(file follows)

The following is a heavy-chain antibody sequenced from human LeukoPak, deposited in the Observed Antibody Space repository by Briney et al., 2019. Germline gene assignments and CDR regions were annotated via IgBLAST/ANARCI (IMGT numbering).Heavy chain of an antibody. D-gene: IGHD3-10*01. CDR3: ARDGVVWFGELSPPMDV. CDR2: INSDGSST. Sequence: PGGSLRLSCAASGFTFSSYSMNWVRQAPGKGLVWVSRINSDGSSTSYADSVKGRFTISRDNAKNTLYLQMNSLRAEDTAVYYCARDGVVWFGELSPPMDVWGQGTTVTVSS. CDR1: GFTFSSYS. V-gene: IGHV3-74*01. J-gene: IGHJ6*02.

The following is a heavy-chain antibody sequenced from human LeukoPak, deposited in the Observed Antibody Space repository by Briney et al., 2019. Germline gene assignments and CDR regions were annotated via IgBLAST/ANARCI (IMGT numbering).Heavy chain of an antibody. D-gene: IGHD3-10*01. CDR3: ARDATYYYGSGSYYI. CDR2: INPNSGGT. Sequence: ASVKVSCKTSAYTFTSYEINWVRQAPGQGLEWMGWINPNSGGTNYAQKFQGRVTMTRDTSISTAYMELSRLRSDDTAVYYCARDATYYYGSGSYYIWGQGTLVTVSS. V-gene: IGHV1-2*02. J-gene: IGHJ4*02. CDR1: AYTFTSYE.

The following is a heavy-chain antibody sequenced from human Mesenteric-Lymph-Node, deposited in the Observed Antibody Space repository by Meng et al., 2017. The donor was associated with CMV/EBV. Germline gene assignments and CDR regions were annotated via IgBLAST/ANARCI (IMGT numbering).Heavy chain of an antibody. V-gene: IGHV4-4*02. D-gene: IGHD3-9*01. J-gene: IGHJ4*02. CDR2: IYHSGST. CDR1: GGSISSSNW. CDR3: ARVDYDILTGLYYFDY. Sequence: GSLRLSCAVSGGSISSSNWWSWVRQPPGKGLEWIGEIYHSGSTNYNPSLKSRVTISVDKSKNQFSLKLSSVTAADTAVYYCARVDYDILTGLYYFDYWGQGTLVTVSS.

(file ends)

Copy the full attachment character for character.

The following is a heavy-chain antibody sequenced from human LeukoPak, deposited in the Observed Antibody Space repository by Briney et al., 2019. Germline gene assignments and CDR regions were annotated via IgBLAST/ANARCI (IMGT numbering).Heavy chain of an antibody. D-gene: IGHD3-10*01. CDR3: ARDGVVWFGELSPPMDV. CDR2: INSDGSST. Sequence: PGGSLRLSCAASGFTFSSYSMNWVRQAPGKGLVWVSRINSDGSSTSYADSVKGRFTISRDNAKNTLYLQMNSLRAEDTAVYYCARDGVVWFGELSPPMDVWGQGTTVTVSS. CDR1: GFTFSSYS. V-gene: IGHV3-74*01. J-gene: IGHJ6*02.

The following is a heavy-chain antibody sequenced from human LeukoPak, deposited in the Observed Antibody Space repository by Briney et al., 2019. Germline gene assignments and CDR regions were annotated via IgBLAST/ANARCI (IMGT numbering).Heavy chain of an antibody. D-gene: IGHD3-10*01. CDR3: ARDATYYYGSGSYYI. CDR2: INPNSGGT. Sequence: ASVKVSCKTSAYTFTSYEINWVRQAPGQGLEWMGWINPNSGGTNYAQKFQGRVTMTRDTSISTAYMELSRLRSDDTAVYYCARDATYYYGSGSYYIWGQGTLVTVSS. V-gene: IGHV1-2*02. J-gene: IGHJ4*02. CDR1: AYTFTSYE.

The following is a heavy-chain antibody sequenced from human Mesenteric-Lymph-Node, deposited in the Observed Antibody Space repository by Meng et al., 2017. The donor was associated with CMV/EBV. Germline gene assignments and CDR regions were annotated via IgBLAST/ANARCI (IMGT numbering).Heavy chain of an antibody. V-gene: IGHV4-4*02. D-gene: IGHD3-9*01. J-gene: IGHJ4*02. CDR2: IYHSGST. CDR1: GGSISSSNW. CDR3: ARVDYDILTGLYYFDY. Sequence: GSLRLSCAVSGGSISSSNWWSWVRQPPGKGLEWIGEIYHSGSTNYNPSLKSRVTISVDKSKNQFSLKLSSVTAADTAVYYCARVDYDILTGLYYFDYWGQGTLVTVSS.